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Trim a tree, save a life. Biologists working in Mali are proposing an unorthodox strategy to rein in malaria: gardening.
The team found the flowers of an invasive tree, which has overrun African villages, can double as a buffet for mosquitoes. Their calls for extra horticulture to eliminate these havens, published Tuesday in Malaria Journal, could halve malaria-carrying mosquito populations and provide a new income source for villagers.
Malaria, a parasite transmitted by female Anopheles mosquitoes, infects up to 300 million people each year. Toddlers are particularly susceptible to the disease, with more than two-thirds of malaria deaths occurring in those under the age of five. The World Health Organization lists mosquito control as the best way to prevent the disease.
But malaria-carrying mosquitoes feed on more than just blood — and this hunger can be exploited. “Mosquitos obtain most of their energy needs from plant sugars taken from the nectar of flowers,” Gunter Muller, a biologist from Hebrew University Hadassah Medical School said in a press release.
Prosopis juliflora, a large perennial shrub, grows up to 40 feet tall. The tree is native to Central and South America, but now occupies millions of acres in Africa, including countries such as Mali, Chad, Niger, Ethiopia, Sudan and Kenya. Photo by Muller et al., Malaria Journal, 2017
Muller’s team knew a spiny, invasive mesquite tree — Prosopis juliflora — flourishes in Mali villages. Its flowers provide abundant sweet nectar to insects, particularly during the dry season when native trees are not in bloom. Introduced to the area 30 years ago from Central and South America to reduce deforestation and provide construction materials and firewood, Prosopis juliflora became rampant in its new environment. Now, it overtakes crop and pastureland, prompting villagers to abandon their fields.
Muller suspected more nectar means more and longer-living mosquitoes, but, no one had checked for sure. Could cutting off the mosquitoes’ non-blood food supply curb the bugs?
So, Muller’s team took a head count. The scientists trapped mosquitoes in nine villages in central Mali every night for close to a week. They compared average mosquito population numbers and the sugar content in the mosquitoes’ guts from villages with and without the invasive tree. Villages with the invasive flowering tree had four- to seven times more sugar-fed mosquitoes than villages without the tree.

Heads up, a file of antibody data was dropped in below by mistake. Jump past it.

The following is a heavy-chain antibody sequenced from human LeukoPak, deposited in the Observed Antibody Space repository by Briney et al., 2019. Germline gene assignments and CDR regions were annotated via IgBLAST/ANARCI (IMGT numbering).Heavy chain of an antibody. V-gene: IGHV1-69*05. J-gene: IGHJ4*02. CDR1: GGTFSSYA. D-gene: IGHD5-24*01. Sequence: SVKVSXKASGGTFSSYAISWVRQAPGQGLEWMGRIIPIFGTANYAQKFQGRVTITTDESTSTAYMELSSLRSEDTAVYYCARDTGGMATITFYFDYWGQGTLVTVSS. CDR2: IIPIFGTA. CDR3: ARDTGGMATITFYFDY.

The risk for catching malaria increases in places with older female mosquitoes, so the researchers evaluated the ages of the bugs they caught. Villages with the flowering invasive plant had about six times more of these older females than villages without the tree.
“By introducing mesquite trees in these areas, [humans] may have inadvertently and massively increased the potential mosquito risk,” Karl Malamud-Roam, manager of Interregional Research 4, a public health pesticide program, and ecologist at Rutgers University, who was not involved in the study, said.
After this initial mosquito population survey, the team cut the flowering branches from the trees in three of the villages and made a re-count. Without the flowers, the Anopheles mosquito population dropped by nearly 60 percent.
Male mosquitoes took a particular punch in the gut. While the female mosquito population bombed by five-fold, the male mosquito population plummeted by eight-fold. The older female mosquitoes were also hard hit, dropping by three-fold.
“It’s a bit of a wake up call…The results are really quite dramatic,” Dan Strickman, a medical entomologist at the Bill and Melinda Gates Foundation, who was not involved in the study, said. “It’s hard to argue that the presence of flowering mesquite trees are not a positive influence for important malaria vectors.”
Removing this sugary food source may not only shift areas from high- to low-risk malaria status, but could also recover agricultural and pasture lands the invasive tree had taken over.
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Malamud-Roam said questions remain about the full scope of this tactic. There are limited resources for mosquito control, and a large-scale effort to remove Prosopis juliflora trees would require a lot of money and people power. Plus, “there are two proven tools with large-scale acceptance in malaria control– treated nets and indoor residual spray,” Malamud-Roam said.
But, “we need to think hard about the landscape and whether it’s changing, and whether that matters,” Malamud-Roam said. “Habitat manipulation may be as or more important than anything else you can do to reduce the frequency of biting from malaria infected mosquitoes.”
Roni Dengler is a 2017 AAAS mass media science & engineering fellow. She recently earned a doctorate in molecular, cellular and developmental biology from the University of Colorado Boulder. Beyond the lab bench, she acted as editor-in-chief for a graduate student-run blog Science Buffs and co-organized several science and science communication symposiums, including the upcoming ComSciCon Rocky Mountain West.
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